Asos adjusts return policy due to misuse

Asos will both extend its return policy and make it stricter: from now on, customers will be able to send back their items 45 days after the initial purchase, but they won't get their money back. The British online fashion store will also respond more strongly to misuse.

 

A victim of their success

It doesn't come as news that online retailers are troubled by the excessive amount of returns. Big players such as Amazon, Zalando and now Asos seem to have become victims of their own success: free returns end up costing them a lot of money, and consumers seem to be taking advantage of them shamelessly.
 

Earlier, it was announced that Amazon and Zalando are using a black list for customers who send back their orders too often. Those people, selected by computer algorithms, can lose access to the platform temporarily or even permanently. Zalando has also been experimenting with delivery and return fees in Italy.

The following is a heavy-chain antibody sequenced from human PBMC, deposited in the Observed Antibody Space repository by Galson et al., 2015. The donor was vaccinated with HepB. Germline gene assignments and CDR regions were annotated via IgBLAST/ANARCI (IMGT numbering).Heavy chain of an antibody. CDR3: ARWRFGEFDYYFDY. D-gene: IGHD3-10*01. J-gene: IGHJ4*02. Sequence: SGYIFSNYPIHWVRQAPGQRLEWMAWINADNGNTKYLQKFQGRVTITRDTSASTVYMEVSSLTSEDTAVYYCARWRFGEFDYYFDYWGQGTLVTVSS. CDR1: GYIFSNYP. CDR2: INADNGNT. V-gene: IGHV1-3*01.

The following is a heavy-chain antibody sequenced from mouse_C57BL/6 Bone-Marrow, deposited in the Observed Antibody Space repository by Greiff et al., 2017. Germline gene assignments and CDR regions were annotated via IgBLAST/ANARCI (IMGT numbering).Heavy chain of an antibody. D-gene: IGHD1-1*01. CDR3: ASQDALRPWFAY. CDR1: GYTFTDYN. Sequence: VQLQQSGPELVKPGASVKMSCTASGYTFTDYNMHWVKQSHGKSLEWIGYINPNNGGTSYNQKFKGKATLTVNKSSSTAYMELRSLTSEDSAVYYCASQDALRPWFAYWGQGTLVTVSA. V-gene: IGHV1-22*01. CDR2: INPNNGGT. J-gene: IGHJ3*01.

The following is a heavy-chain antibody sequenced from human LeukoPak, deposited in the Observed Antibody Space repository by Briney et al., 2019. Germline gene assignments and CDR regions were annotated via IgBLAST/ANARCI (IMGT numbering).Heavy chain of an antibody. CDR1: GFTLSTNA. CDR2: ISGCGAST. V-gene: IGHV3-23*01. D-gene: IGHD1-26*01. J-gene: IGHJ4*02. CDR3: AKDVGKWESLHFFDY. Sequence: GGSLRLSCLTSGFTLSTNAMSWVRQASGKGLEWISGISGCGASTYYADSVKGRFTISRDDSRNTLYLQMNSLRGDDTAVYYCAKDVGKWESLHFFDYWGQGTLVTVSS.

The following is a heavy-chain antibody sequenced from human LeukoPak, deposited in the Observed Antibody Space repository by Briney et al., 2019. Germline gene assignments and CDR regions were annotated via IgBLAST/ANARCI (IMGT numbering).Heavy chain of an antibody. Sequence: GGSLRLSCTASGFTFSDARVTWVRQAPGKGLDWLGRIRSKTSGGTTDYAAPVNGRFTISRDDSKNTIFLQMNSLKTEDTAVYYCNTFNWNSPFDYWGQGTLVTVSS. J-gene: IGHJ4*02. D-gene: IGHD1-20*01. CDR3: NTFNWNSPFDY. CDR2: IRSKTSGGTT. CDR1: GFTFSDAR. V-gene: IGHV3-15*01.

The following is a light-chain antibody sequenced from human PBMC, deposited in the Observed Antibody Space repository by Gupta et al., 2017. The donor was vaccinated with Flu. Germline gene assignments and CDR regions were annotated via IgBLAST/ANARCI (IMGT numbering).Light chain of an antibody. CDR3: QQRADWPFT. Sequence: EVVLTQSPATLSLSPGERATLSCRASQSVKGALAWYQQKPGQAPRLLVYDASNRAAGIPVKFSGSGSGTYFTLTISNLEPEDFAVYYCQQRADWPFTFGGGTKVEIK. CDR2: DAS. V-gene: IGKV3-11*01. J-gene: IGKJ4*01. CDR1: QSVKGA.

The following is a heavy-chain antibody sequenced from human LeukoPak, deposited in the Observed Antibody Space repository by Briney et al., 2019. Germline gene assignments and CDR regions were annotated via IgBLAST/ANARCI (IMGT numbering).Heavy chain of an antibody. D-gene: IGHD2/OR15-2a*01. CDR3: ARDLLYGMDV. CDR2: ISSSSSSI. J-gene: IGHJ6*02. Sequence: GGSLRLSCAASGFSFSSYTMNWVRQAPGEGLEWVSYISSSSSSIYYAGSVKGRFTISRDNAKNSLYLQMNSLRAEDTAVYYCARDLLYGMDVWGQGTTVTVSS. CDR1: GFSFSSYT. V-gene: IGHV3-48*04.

The problem isn't limited to sending back too many items. It's also the state of the returned products that often turns out to be appalling. In fashion, outfits that have been worn and then returned are far from an exception. Zalando has started to attach oversized labels to party dresses, which can't be removed if the items are to remain eligible for return.

 

“To keep it sustainable”

Now British company Asos has moved towards a new return policy. Asos tries to use both the stick and the carrot: the good news is that items can now be returned within 45 days instead of only 28. However, when people send back their clothes after more than 28 days, they won't receive a refund on their account but instead they'll get a voucher of the same value.
 

Asos has also announced that the company will be stricter about accepting returns: the fashion webshop reserves the right to refuse returned items if they are worn or in a bad condition. Abnormal amounts of returns can also be refused.
 

"To keep it sustainable for us and for the environment," states the company, although the latter is hardly a real reason. After all, returned items that are refused by the retailer will simply end up with the customer again. And Asos can charge delivery costs for that.